One of the things to do early in the process is to set expectations for performance. Let’s get clear about what the product does and what it doesn’t. Let’s get talk about, talk about our restock cycles. Let’s talk about product availability. We’re at 99.5. It won’t be better than that. In some cases, you may want to embody that in a service-level agreement.
Resources mentioned in this episode:
- Jim Schleckser
- Jim Schleckser on LinkedIn | Twitter
- The CEO Project
- The CEO Project on Tik Tok | YouTube
- Great CEOs Are Lazy by Jim Schleckser
Jim Schleckser is the Chief Executive Officer of The CEO Project, a business advisory group for accomplished CEOs to help them solve their most challenging issues, resolve constraints, drive growth, and improve outcomes. With 30 years of leadership experience in business strategy, organizational development, sales, marketing, and more, Jim leads global organizations across many functional areas in both public and private environments. He specializes in solving issues that fast-growing firms experience in their business models and processes as they reach high-performance levels. Jim has appeared in The New York Times, The Huffington Post, and National Public Radio.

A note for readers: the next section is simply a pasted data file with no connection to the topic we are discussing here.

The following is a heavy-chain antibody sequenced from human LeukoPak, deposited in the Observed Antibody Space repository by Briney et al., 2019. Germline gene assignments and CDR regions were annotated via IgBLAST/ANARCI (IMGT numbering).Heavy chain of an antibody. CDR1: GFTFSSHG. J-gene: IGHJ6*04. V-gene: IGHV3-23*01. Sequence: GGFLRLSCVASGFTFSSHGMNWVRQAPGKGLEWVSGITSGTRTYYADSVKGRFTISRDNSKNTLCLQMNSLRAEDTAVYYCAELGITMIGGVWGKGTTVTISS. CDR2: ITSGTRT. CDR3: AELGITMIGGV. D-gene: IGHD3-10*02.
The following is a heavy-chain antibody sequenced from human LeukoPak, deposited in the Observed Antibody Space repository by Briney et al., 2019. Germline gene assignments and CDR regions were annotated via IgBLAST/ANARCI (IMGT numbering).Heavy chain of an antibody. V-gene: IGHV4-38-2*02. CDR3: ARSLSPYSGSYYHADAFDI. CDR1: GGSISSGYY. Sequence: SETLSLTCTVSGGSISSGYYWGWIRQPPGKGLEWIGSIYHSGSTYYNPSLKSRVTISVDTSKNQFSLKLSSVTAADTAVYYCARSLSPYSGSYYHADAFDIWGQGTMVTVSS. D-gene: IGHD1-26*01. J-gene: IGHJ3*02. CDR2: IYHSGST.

Sponsor for this episode…
This episode is brought to you by The CEO Project. The CEO Project is a business advisory group that brings high-caliber, accomplished CEOs together. Our team of skilled advisors is comprised of current and former CEOs who have run both public and private sector companies across multiple industries. With our experience and expertise, we guide hundreds of high-performing CEOs through a disciplined approach that resolves constraints and improves critical decisions. The CEO Project has helped high-performing, large enterprise CEOs with annual revenues ranging from $20M to over $2 billion to drive growth and achieve optimal outcomes. If you are an experienced CEO looking to grow your company, visit www.theCEOProject.com.